For obeying section 409, which requires faster disclosure of weaknesses in controls, Huntington plans to use the software infrastructure it's building for complying with section 404. A Web-enabled centralized database will provide managers with a dashboard to view the status of each control, such as whether it's being tested or fixed.
The consequences of a failure to comply with regulations are all too apparent--more than half of InformationWeek Research respondents say their companies face stiff fines and penalties.
But it's not just banks, insurance companies, hospitals, and other heavily regulated businesses that need to keep watch on a steady flow of regulatory requirements. Regulations such as the federal Can-Spam Act and changes to labor law affect even small companies, across a wide range of industries.
An example is a new rule from the Federal Communications Commission due to take effect in January that will require written permission for a company to send a fax containing sales or promotional information. That leaves those small companies that have relied on fax for decades as their primary means of customer communication without a lifeline, says Janel Apps Ramsey, marketing administrator for a small Midwestern company that resells steel from big manufacturers. Ramsey says alternative approaches using technology don't offer much hope--E-mail or fax software tends to be too complicated or expensive for the size of her company. "No software is written for small companies," she says. "There's nothing I can link with my inventory system to manage fax and E-mail."
Changes enacted last month to rules governing who gets overtime pay could send even more business-technology pros scrambling, including small companies not geared up to manage big regulatory changes. Under the change to the Fair Labor Standards Act, any worker whose income is less than $23,660 a year must be paid overtime for working more than 40 hours a week. White-collar workers are exempt from overtime pay if their incomes exceed $100,000 a year. If their incomes fall between $23,660 and $100,000, they can be exempt if they meet certain criteria, such as managing other workers or having expertise in a field of learning.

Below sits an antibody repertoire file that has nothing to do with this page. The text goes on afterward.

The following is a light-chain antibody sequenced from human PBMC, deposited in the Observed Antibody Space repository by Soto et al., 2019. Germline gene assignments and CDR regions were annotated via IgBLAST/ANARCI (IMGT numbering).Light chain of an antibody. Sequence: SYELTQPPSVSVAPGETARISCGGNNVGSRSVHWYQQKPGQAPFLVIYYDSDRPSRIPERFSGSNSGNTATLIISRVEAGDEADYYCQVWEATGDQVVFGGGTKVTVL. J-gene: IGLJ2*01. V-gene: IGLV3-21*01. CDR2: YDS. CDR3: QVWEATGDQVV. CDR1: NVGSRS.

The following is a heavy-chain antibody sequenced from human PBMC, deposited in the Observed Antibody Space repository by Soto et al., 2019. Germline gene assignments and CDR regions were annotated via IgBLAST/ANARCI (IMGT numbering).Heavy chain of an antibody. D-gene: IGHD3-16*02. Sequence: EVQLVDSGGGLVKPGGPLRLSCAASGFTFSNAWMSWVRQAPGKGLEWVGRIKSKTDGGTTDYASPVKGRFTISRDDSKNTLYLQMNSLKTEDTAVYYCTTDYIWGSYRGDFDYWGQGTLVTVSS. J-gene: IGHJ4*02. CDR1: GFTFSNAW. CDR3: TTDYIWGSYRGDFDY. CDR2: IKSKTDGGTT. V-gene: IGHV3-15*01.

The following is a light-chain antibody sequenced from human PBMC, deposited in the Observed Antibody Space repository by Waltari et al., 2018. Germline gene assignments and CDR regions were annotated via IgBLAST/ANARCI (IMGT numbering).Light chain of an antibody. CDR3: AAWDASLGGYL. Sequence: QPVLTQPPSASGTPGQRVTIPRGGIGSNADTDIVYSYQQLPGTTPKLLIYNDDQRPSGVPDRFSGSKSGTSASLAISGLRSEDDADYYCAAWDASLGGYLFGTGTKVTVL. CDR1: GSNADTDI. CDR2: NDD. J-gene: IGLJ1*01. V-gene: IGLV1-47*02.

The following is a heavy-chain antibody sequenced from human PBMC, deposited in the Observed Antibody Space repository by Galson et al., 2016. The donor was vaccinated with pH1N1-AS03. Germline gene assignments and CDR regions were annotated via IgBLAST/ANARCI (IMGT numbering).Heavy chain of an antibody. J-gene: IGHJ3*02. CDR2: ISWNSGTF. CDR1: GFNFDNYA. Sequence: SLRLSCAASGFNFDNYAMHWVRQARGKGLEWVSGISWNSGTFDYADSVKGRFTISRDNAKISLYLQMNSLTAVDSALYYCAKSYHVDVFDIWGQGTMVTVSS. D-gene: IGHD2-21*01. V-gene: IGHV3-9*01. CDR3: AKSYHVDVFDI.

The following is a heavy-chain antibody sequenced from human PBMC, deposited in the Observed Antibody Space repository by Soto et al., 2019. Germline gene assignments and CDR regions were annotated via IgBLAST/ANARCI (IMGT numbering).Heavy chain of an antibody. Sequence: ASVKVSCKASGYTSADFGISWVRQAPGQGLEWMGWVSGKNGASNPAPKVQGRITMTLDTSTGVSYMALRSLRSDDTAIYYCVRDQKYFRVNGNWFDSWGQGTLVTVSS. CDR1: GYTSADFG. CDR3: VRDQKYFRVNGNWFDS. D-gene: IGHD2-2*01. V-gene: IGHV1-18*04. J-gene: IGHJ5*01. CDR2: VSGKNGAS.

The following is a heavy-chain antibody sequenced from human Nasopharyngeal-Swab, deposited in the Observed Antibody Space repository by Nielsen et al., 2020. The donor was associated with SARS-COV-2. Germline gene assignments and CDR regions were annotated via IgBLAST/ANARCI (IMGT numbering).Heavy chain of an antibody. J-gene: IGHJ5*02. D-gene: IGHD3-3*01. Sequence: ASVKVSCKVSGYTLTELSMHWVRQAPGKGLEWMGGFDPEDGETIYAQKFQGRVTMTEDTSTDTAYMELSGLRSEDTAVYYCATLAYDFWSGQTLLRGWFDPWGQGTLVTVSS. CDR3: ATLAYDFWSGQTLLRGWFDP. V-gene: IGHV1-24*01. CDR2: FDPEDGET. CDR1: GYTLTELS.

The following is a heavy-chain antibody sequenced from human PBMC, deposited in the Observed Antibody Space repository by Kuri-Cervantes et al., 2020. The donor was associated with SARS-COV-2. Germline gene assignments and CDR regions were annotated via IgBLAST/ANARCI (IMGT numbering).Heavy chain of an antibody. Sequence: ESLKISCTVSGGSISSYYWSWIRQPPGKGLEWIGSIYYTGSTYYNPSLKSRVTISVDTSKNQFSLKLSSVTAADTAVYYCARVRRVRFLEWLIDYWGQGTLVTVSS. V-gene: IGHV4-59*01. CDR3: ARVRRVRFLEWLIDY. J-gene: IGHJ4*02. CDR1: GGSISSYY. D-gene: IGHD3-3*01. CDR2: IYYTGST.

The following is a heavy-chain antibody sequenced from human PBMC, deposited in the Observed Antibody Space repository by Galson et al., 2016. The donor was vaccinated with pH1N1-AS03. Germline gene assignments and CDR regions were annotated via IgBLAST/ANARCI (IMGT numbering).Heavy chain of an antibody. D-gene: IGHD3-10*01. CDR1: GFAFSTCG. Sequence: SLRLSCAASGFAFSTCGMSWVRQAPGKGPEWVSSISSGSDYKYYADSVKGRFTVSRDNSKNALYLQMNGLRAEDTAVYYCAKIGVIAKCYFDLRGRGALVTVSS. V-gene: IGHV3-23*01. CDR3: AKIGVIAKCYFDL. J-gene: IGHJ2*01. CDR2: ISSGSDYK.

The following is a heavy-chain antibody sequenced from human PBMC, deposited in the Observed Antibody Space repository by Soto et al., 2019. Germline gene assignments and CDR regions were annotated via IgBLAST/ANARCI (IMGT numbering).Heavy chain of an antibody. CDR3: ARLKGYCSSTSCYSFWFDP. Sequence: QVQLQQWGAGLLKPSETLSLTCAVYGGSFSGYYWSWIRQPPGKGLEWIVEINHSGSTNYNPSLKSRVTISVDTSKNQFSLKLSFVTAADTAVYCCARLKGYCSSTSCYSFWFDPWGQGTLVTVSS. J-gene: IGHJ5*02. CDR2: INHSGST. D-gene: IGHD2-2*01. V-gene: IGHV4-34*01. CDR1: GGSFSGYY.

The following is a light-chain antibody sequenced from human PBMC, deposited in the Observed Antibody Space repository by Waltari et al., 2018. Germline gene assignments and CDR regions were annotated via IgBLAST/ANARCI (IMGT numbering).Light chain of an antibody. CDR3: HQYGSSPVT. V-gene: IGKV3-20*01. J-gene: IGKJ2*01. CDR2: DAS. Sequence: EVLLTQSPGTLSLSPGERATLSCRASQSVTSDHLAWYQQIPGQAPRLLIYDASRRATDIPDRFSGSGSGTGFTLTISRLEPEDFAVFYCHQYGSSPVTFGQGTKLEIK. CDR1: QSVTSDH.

It also guarantees overtime for so-called first responders: police officers, firefighters, emergency medical technicians, and paramedics. That's producing some anxiety at American Medical Response Inc., the nation's largest provider of ambulance services for hospitals and municipalities, because it employs 14,000 paramedics, nurses, and other caregivers. While its human-resources department evaluates the new regulation, the IT department is upgrading to the latest version of the company's time and attendance system from Kronos Inc. The system feeds American Medical Response's core payroll and financial system from J.D. Edwards, now owned by PeopleSoft Inc.
Systems acquisitions are linked to business requirements, American Medical Response CIO Tara says.
Photo by Ray Ng
When American Medical Response has disputes over overtime, bookkeeping is often part of the problem. The company's Kronos system helps ease overtime problems, says Tim Bernier, IS project manager for the eastern region, and it aids in compliance with Sarbanes-Oxley's financial-reporting requirements.
The onslaught of requirements from regulators and lawmakers isn't going to ease. Lawmakers in California--who created the first state law requiring any organization that suffers a security breach involving certain types of financial information to inform people affected--are now debating regulating the use of RFID in stores and libraries. The California bill that passed the Senate would, among other things, prohibit stores from using RFID readers to track which items have been picked up from shelves.
Legislators in Maryland, Massachusetts, and Virginia are considering similar legislation. Looks like compliance mandates, and the business technology needed to satisfy them, will continue to be constant companions.
Illustration by Dan Page